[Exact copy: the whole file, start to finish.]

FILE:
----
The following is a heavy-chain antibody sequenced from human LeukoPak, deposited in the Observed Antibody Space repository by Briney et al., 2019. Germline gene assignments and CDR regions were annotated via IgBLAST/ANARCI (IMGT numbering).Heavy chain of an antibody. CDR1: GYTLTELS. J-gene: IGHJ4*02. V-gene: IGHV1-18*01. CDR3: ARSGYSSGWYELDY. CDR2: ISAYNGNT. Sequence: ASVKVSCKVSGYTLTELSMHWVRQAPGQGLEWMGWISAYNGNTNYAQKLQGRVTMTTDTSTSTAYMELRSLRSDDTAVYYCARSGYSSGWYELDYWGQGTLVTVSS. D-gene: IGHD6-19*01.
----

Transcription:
The following is a heavy-chain antibody sequenced from human LeukoPak, deposited in the Observed Antibody Space repository by Briney et al., 2019. Germline gene assignments and CDR regions were annotated via IgBLAST/ANARCI (IMGT numbering).Heavy chain of an antibody. CDR1: GYTLTELS. J-gene: IGHJ4*02. V-gene: IGHV1-18*01. CDR3: ARSGYSSGWYELDY. CDR2: ISAYNGNT. Sequence: ASVKVSCKVSGYTLTELSMHWVRQAPGQGLEWMGWISAYNGNTNYAQKLQGRVTMTTDTSTSTAYMELRSLRSDDTAVYYCARSGYSSGWYELDYWGQGTLVTVSS. D-gene: IGHD6-19*01.